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HIV-AIDS Policy Formulation in Kenya

Research reports

After a slow start, Kenya has made great strides in the fight against the HIV/AIDS pandemic. Since the discovery of the first AIDS case there has been investment in a variety of interventions including treatment, management, care and support. A need for a clear policy to support the various interventions was felt soon after the government of Kenya declared HIV/AIDS as a national disaster in 1999. In 2000 the government put in place a comprehensive multi-sectoral strategy to guide the various stakeholders in their participation in the war against the disease. Notably, Kenya is one of the few African countries to register a sustained decline in the HIV/AIDS infection rate (from a high of 10% in the '90s to 7% in 2003) as a result of the large investment in various interventions against the HIV/AIDS pandemic.

Drawing from the national HIV/AIDS strategy, the Ministry of Education (MoE) has taken the initiative to prepare for implementing a Ministry-specific HIV/AIDS policy. The MoE has also put in place a sector wide support programme through which to implement all its education programmes: the Kenya Education Sector Support Programme (KESSP). HIV/AIDS is one of the major multi-sectoral programmes that will be supported and implemented through the KESSP. The KESSP has adopted the Primary School Action for Better Health (PSABH) programme as a model for the implementation of HIV/AIDS programmes in schools in Kenya. PSABH is an HIV/AIDS education awareness and prevention project funded by DFID and managed by the British education services company CfBT.

The specific purposes of this ODI-Merck study were:
- To compare the Kenyan experience of working within existing government systems to achieve behaviour change in the area of HIV/AIDS with that of other countries in Sub-Saharan Africa
- To gather information from key stakeholders in Kenya on the formulation and implementation, structures, mechanisms and processes of the Kenya Education Sector HIV/AIDS Policy
- To comment upon the process of formulating and disseminating the policy
- To prepare evidence from the successful implementation of PSABH, in response to the findings of a RAPID assessment, in order to support the MoE to better lead the scaling out of HIV/AIDS activities under the KESSP and to work in conjunction with other Ministries in cross-cutting areas.

Drawing from the experience of the implementation of PSABH by CfBT there is research evidence to support the view that large-scale school-based education programmes can bring about behaviour changes that reduce the risk of HIV/AIDS infection amongst youth. The findings therefore suggest that the Ministry of Education should put in place a strong system that flows smoothly from the national, provincial, district, zonal, village and school levels for distribution, dissemination, interpretation, implementation, AND monitoring and evaluation of the HIV/AIDS policy and school-based education activities. In order to put this comprehensive system in place the Ministry of Education should involve key stakeholders and partners in the process, facilitating a dialogue with them in order to identify the best way forward for the enhancement of the policy and associated programmes to cater for all key stakeholders - pupils, teachers, parents, headteachers, the community, employers and employees in the education sector and partner ministries, departments and institutions.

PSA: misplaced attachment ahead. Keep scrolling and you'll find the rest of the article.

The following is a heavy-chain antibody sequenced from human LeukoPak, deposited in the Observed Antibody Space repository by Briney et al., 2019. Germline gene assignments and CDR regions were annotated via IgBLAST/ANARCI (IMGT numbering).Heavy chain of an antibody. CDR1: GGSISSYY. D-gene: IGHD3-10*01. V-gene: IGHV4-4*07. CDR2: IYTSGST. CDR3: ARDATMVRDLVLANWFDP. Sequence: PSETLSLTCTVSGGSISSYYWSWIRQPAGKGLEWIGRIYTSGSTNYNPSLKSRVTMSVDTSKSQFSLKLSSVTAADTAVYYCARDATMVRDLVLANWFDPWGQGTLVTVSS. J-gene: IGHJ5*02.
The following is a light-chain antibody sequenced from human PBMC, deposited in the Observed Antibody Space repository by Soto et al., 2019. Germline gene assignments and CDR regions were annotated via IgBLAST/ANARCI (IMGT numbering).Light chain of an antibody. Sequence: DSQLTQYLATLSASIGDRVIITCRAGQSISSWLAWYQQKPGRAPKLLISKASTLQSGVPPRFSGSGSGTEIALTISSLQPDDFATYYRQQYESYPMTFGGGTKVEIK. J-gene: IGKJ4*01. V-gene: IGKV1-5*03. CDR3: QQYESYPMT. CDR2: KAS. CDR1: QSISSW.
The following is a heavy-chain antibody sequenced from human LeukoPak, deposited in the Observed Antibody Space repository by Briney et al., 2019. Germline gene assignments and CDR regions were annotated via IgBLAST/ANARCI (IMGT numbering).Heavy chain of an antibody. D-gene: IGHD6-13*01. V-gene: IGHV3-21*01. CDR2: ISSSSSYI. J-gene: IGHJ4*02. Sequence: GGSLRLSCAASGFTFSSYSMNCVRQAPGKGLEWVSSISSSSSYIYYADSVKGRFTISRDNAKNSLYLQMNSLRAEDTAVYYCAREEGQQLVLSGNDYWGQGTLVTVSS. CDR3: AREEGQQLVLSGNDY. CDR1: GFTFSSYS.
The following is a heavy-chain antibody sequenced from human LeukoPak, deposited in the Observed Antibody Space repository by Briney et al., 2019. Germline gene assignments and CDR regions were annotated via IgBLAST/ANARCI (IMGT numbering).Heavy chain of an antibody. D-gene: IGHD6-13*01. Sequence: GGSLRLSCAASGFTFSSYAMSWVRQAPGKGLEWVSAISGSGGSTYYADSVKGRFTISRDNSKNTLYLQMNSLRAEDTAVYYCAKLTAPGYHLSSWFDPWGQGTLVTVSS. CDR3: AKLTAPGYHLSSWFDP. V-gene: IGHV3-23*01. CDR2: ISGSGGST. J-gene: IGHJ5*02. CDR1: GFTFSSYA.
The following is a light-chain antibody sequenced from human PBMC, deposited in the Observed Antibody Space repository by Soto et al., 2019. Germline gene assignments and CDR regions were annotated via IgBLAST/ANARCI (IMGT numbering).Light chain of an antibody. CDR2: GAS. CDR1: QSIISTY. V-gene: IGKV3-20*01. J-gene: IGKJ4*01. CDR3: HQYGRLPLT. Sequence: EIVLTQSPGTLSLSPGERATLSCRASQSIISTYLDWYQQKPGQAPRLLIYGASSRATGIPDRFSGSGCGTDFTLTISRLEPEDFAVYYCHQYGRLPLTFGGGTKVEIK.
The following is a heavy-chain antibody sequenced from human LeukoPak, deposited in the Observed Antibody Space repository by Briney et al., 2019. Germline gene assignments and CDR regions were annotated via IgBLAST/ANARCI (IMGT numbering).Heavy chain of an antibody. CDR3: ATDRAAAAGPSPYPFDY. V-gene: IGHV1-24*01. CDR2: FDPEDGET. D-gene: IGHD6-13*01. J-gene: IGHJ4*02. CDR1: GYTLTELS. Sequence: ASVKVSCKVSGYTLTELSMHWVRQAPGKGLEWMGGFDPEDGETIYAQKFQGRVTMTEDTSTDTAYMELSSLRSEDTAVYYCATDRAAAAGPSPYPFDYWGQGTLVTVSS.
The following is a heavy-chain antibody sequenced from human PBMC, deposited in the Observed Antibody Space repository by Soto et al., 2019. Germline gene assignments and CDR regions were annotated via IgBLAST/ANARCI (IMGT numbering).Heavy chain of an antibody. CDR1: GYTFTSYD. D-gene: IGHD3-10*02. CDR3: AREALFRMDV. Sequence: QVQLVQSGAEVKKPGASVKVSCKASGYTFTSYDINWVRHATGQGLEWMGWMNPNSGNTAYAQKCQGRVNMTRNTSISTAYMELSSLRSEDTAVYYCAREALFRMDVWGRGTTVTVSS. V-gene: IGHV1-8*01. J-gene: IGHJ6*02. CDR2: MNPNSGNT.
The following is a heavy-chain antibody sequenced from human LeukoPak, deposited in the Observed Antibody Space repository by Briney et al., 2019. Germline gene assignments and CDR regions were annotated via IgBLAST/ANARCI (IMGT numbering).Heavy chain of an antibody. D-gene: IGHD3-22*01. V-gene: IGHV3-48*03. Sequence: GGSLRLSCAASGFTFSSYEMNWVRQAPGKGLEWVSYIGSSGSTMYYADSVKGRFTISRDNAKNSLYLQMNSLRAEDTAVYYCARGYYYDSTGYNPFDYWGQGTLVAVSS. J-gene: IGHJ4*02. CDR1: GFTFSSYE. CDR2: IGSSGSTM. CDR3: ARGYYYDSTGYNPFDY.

The dialogue should involve identification, access and sharing of resources among the key implementers of the policy and the interventions drawn from it. It should involve discussions on collaboration and partnerships. It should lead to self-evaluation, peer evaluation and collaborative evaluation. Under the leadership of the MoE, the stakeholders should determine what resources are available for effective implementation of the HIV/AIDS policy and related interventions, what needs to be strengthened, and what structures need to be put in place. The stakeholders will variously contribute information, knowledge and technical support. There should be a national steering and coordinating committee appointed for the task. The Ministry has both the mandate and the responsibility to take the lead in facilitating the interpretation and effective implementation of the Education Sector HIV/AIDS policy and associated education activities. And the need is urgent.

Jacinta K. Ndambuki. et al.